Jim Whelan, a longtime political leader who represented Atlantic City as councilman, mayor, assemblyman and state senator, died on Tuesday. He was 68.
Whelan had undergone surgery in July to remove a cancerous growth from his kidney. The surgery was a success, he said at the time, although he was readmitted to the hospital weeks later for complications from blood thinners, according to a July 31 post on his Facebook page.
The senator suffered a fatal heart attack on Tuesday as he was preparing to be interviewed for a Netflix documentary about Atlantic City, according to a statement from his office.
Whelan (D-Atlantic) dedicated his life to Atlantic City, where he served as mayor for a decade and remained until his death. He was a city lifeguard as a teenager, took a job as a school teacher in 1977 and was first elected councilman in 1981. He became the city’s mayor in 1990 and served until 2001, overseeing the resort during its heyday as an East Coast gambling mecca.
“He was such a presence for such a long period of time. It’s hard to believe he’s gone,” said Atlantic County Executive Dennis Levinson, a Republican who said he knew Whelan for roughly 50 years. Levinson called Whelan’s death a “devastating loss” to the region.
“Jim was a very decent individual and he worked hard. He loved Atlantic City. And he was just a fine guy. He will be sadly missed,” Levinson said. “Even though we were on other sides of the aisle, we always had mutual respect for each other and always remained friends. We could have a beer together.”
Whelan was passionate about Atlantic City, and as mayor he worked to increase public investments in projects such as a convention center, a minor league baseball stadium, road improvements to beautify the city’s entryways and a three-block shopping and entertainment district now known as The Walk.
“I will always appreciate Jim’s guidance when I first became mayor and showing me the ropes my first few months,” Atlantic City Mayor Don Guardian said. “He took me under his wing like a big brother.”
He sparred with Donald Trump — then a casino magnate — battling the future president on a host of issues. “I think his personality that people are experiencing on the campaign trail is something that we experienced here in Atlantic City. I experienced it firsthand. He can be obnoxious,” Whelan told the Press of Atlantic City in 2015.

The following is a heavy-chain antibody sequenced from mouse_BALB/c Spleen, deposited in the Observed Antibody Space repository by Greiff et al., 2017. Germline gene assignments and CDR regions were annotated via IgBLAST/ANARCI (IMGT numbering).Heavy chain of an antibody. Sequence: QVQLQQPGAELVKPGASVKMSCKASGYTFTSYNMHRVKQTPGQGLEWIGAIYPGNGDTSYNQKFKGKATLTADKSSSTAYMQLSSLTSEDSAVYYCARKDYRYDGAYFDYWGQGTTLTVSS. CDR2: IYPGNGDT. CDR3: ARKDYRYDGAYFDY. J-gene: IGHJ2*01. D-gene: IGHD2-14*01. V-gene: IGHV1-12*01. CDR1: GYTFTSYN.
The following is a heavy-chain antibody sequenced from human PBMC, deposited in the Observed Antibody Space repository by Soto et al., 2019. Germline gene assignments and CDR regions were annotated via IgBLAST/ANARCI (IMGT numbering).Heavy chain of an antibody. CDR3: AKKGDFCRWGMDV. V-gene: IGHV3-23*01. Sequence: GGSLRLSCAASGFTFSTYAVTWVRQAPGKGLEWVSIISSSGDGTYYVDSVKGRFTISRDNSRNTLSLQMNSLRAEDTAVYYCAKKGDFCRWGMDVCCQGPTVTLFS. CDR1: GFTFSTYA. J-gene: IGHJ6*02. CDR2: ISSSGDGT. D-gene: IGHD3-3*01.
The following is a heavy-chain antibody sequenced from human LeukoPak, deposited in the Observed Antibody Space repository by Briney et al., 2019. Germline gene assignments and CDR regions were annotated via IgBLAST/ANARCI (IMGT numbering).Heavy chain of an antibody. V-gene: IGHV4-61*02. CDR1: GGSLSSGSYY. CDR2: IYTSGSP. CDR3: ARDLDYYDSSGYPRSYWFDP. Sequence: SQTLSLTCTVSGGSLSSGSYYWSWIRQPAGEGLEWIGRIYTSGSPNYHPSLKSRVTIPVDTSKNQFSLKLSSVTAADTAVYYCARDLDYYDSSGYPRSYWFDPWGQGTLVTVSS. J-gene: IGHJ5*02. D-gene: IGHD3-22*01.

As a state lawmaker, Whelan worked to give the state more control of the city’s affairs, ultimately supporting a 2016 law that led to a state takeover of the city’s finances after a recent brush with bankruptcy.
“He was a great guy for the city and his body of work in politics speaks for itself,” said City Council President Marty Small, who opposed the takeover but called Whelan his political mentor.
Small recalled a time when he worked for then-Mayor Whelan and was offered a job at the Boys and Girls Club. Small asked Whelan what to do, and Whelan told him that, as mayor, he’d like to see him stay. But as a friend, Whelan told him to take the offered job, a better opportunity.
“That showed a lot,” Small said. “I’m just thankful he played a part in who I am today. There are a lot of things that he did for me outside of his political office that I’ll always be appreciative of.”
Whelan, who announced he would retire at the end of his term, was talking to people about policy and politics hours before his death and just weeks after recovering from surgery, said his spokesman, Michael Suleiman.
“Jim was a passionate son of a gun,” Suleiman said. “I know sometimes it’s easy to criticize someone as a career politician. But he was a lifelong public servant. He was proud of that.”
In Trenton, Whelan had a reputation as a thoughtful and respectful lawmaker. He did not shy away from taking unpopular positions at times. “He was the only South Jersey Senate Democrat to stand up for marriage equality in , before it was fashionable,” Josh Zeitz, who served as a spokesman for former Gov. Jon Corzine, wrote on Twitter.
Officials from across the state mourned Whelan’s death. Senate President Steve Sweeney (D-Gloucester) called him “a true friend, a confidant and champion for the people of South Jersey and the entire state.”
“Jim was rarely one to raise his voice, but was a dogged advocate for Atlantic City, a city he loved dearly, and was determined to see it thrive,” Sweeney said in a statement. “He was the author of many of the initiatives that have helped to revitalize Atlantic City and will be remembered for that work for generations to come. He will be missed dearly by all of us who knew him, but his loss will also be felt by the entire state.”
“The sudden and unexpected passing of Sen. Jim Whelan is an enormous loss to the people of Atlantic City, his district and all of the State of New Jersey,” Gov. Chris Christie said in a statement. “During my nearly eight years in Trenton, I came to know Jim as a forthright and honest leader who’s word was his bond. While we did not always agree on policy, he was always willing to listen and reason together. The current comeback of Atlantic City is due in no small part to the efforts and passion of Jim Whelan.”
Whelan is survived by his wife, Kathy, and his son, Richard.
“Jim will, of course, be remembered as a fierce and greatly successful advocate for Atlantic City and the entire Jersey Shore,” said U.S. Rep. Donald Norcross (D-1), who served in the state Senate with Whelan. “His colleagues will also remember his dry wit, good nature and competitive spirit, especially when it came to his beloved local sports teams and the students he mentored.”
Update (Aug. 23): Whelan’s office released a statement on Wednesday morning detailing the senator’s cause of death. This story has been updated.